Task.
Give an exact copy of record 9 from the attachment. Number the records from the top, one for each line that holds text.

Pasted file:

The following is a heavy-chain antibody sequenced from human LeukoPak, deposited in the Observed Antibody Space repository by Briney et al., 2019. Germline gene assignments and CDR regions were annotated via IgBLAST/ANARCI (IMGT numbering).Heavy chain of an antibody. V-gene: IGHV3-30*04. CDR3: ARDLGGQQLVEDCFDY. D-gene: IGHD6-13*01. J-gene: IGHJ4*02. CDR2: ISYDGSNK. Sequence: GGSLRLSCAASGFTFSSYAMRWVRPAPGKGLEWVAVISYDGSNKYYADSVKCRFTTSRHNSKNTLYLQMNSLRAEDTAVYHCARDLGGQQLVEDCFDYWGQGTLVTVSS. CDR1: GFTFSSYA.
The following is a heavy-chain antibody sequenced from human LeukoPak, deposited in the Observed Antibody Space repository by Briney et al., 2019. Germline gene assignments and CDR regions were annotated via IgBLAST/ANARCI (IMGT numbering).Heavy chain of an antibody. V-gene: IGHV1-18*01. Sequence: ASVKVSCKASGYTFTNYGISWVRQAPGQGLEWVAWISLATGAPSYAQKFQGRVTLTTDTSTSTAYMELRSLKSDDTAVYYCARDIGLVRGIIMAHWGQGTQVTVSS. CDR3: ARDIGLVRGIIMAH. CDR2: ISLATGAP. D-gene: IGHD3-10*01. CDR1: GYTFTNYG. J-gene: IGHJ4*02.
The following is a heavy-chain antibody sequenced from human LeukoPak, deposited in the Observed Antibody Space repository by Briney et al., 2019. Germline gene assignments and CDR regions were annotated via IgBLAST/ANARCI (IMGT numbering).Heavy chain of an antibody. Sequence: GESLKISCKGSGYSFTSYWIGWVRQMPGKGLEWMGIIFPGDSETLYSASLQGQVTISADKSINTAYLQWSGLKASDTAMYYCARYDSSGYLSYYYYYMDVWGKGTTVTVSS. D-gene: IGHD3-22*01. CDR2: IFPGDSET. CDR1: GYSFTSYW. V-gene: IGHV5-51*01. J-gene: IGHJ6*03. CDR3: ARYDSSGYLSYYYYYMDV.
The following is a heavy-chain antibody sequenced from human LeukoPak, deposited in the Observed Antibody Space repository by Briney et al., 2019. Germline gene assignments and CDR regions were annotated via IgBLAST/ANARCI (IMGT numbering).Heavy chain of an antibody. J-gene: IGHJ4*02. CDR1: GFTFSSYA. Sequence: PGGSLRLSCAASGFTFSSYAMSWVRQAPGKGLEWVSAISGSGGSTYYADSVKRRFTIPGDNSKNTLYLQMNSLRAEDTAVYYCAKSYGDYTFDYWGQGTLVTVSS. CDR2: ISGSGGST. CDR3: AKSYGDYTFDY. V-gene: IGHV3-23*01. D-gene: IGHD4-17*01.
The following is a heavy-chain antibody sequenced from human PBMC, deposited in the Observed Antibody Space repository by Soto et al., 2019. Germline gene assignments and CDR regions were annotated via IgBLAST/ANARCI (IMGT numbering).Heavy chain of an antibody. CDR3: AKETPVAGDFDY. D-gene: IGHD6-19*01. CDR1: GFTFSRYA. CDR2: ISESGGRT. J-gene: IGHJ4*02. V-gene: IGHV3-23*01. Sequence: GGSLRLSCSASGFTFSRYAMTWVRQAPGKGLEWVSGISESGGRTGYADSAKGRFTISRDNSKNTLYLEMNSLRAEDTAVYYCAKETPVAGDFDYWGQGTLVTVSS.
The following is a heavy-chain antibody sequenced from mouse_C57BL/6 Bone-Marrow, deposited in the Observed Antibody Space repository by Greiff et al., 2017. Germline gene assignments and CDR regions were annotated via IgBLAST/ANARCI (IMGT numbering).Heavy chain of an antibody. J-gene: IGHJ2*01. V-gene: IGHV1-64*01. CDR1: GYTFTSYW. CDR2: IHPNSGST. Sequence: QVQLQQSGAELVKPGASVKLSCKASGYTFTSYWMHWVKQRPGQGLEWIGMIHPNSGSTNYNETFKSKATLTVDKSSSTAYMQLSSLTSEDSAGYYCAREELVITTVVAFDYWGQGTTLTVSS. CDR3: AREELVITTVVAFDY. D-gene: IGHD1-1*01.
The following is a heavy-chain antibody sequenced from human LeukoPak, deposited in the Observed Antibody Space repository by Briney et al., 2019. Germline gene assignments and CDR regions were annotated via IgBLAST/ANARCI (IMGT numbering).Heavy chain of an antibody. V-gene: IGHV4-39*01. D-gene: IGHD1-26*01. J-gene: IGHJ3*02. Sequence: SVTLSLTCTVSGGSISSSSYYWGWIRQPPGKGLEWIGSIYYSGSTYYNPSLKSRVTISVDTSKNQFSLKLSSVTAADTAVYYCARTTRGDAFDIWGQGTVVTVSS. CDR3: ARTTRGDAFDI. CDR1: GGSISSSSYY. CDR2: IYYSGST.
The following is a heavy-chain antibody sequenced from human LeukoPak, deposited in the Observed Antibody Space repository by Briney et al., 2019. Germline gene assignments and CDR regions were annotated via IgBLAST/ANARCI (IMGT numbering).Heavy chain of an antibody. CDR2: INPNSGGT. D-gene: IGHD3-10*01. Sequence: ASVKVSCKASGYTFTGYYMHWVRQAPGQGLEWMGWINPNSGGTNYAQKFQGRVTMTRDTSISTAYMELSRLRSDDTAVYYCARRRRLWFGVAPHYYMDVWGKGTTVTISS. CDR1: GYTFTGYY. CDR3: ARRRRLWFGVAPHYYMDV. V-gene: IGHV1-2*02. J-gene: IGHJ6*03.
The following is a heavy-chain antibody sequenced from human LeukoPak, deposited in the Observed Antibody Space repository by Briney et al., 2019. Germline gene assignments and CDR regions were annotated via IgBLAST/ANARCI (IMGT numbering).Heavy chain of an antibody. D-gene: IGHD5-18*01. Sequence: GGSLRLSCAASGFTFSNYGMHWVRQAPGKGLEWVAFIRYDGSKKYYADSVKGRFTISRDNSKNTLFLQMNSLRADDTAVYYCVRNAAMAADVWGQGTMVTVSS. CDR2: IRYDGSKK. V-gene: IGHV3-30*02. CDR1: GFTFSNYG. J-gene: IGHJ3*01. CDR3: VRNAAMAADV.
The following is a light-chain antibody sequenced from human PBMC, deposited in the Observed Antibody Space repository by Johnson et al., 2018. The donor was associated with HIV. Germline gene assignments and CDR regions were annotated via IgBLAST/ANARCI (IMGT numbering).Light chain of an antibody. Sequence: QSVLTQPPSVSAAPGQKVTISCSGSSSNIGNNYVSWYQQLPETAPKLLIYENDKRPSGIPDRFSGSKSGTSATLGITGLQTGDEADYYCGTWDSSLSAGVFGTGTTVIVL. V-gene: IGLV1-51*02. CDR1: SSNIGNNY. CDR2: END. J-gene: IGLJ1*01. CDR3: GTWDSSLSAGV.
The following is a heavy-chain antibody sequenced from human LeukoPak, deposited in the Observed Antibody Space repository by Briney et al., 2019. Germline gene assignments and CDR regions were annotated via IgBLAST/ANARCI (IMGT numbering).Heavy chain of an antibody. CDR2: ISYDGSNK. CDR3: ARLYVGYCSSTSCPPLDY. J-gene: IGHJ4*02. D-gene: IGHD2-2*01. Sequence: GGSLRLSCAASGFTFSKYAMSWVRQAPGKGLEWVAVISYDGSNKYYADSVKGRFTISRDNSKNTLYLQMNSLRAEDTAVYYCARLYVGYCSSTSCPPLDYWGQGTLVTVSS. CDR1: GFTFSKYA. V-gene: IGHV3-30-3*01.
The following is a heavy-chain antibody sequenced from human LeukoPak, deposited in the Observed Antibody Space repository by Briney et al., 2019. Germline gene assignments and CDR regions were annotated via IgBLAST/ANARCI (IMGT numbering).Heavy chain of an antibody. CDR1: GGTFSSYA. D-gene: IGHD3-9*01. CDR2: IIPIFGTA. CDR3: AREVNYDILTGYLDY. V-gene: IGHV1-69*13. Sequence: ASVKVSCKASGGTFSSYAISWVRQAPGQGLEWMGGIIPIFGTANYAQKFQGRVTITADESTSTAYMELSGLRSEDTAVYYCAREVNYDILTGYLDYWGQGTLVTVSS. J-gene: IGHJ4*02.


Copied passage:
The following is a heavy-chain antibody sequenced from human LeukoPak, deposited in the Observed Antibody Space repository by Briney et al., 2019. Germline gene assignments and CDR regions were annotated via IgBLAST/ANARCI (IMGT numbering).Heavy chain of an antibody. D-gene: IGHD5-18*01. Sequence: GGSLRLSCAASGFTFSNYGMHWVRQAPGKGLEWVAFIRYDGSKKYYADSVKGRFTISRDNSKNTLFLQMNSLRADDTAVYYCVRNAAMAADVWGQGTMVTVSS. CDR2: IRYDGSKK. V-gene: IGHV3-30*02. CDR1: GFTFSNYG. J-gene: IGHJ3*01. CDR3: VRNAAMAADV.